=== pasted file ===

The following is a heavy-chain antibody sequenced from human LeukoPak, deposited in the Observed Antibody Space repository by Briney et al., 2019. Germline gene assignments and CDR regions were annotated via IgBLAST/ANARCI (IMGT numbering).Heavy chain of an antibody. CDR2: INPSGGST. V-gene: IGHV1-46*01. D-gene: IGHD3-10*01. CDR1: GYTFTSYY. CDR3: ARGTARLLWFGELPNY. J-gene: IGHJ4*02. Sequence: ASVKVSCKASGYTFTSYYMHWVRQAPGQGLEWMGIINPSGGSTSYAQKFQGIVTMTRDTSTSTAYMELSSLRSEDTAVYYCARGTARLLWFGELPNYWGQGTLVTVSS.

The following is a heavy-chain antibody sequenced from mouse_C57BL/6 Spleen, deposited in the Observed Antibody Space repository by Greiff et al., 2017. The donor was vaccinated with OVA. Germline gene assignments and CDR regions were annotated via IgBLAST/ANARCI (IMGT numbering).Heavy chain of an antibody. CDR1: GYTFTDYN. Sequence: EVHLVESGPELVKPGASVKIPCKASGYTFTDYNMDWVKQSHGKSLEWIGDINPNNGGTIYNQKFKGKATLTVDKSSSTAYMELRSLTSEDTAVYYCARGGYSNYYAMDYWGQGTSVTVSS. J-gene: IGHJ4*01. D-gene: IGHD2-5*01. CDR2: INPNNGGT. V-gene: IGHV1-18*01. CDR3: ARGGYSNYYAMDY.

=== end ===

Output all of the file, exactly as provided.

The following is a heavy-chain antibody sequenced from human LeukoPak, deposited in the Observed Antibody Space repository by Briney et al., 2019. Germline gene assignments and CDR regions were annotated via IgBLAST/ANARCI (IMGT numbering).Heavy chain of an antibody. CDR2: INPSGGST. V-gene: IGHV1-46*01. D-gene: IGHD3-10*01. CDR1: GYTFTSYY. CDR3: ARGTARLLWFGELPNY. J-gene: IGHJ4*02. Sequence: ASVKVSCKASGYTFTSYYMHWVRQAPGQGLEWMGIINPSGGSTSYAQKFQGIVTMTRDTSTSTAYMELSSLRSEDTAVYYCARGTARLLWFGELPNYWGQGTLVTVSS.

The following is a heavy-chain antibody sequenced from mouse_C57BL/6 Spleen, deposited in the Observed Antibody Space repository by Greiff et al., 2017. The donor was vaccinated with OVA. Germline gene assignments and CDR regions were annotated via IgBLAST/ANARCI (IMGT numbering).Heavy chain of an antibody. CDR1: GYTFTDYN. Sequence: EVHLVESGPELVKPGASVKIPCKASGYTFTDYNMDWVKQSHGKSLEWIGDINPNNGGTIYNQKFKGKATLTVDKSSSTAYMELRSLTSEDTAVYYCARGGYSNYYAMDYWGQGTSVTVSS. J-gene: IGHJ4*01. D-gene: IGHD2-5*01. CDR2: INPNNGGT. V-gene: IGHV1-18*01. CDR3: ARGGYSNYYAMDY.